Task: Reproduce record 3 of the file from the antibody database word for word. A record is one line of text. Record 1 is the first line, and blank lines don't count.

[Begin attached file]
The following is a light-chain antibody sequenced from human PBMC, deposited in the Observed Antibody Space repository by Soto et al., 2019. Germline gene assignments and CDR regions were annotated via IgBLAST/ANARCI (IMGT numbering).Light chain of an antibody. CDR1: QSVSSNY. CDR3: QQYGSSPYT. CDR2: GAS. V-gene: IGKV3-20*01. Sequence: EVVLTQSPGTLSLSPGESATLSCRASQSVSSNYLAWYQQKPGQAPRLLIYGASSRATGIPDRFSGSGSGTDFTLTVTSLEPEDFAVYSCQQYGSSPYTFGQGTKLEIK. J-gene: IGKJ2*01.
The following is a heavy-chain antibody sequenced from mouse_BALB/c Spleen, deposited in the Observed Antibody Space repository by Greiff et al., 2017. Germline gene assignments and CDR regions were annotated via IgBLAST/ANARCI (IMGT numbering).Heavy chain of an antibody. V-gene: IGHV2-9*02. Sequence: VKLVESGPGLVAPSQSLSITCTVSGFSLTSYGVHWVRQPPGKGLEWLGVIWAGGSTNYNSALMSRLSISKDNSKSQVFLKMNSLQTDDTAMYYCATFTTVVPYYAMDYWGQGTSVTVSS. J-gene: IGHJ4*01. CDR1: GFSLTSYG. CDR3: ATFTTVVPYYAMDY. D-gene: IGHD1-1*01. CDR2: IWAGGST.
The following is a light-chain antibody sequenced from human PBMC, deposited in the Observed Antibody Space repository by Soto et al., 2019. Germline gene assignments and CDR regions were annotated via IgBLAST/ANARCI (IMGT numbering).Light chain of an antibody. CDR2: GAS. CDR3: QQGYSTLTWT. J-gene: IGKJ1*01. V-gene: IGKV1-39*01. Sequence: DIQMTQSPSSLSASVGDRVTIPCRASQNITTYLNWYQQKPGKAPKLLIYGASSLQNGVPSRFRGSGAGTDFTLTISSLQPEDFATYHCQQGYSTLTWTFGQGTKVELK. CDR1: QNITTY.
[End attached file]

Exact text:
The following is a light-chain antibody sequenced from human PBMC, deposited in the Observed Antibody Space repository by Soto et al., 2019. Germline gene assignments and CDR regions were annotated via IgBLAST/ANARCI (IMGT numbering).Light chain of an antibody. CDR2: GAS. CDR3: QQGYSTLTWT. J-gene: IGKJ1*01. V-gene: IGKV1-39*01. Sequence: DIQMTQSPSSLSASVGDRVTIPCRASQNITTYLNWYQQKPGKAPKLLIYGASSLQNGVPSRFRGSGAGTDFTLTISSLQPEDFATYHCQQGYSTLTWTFGQGTKVELK. CDR1: QNITTY.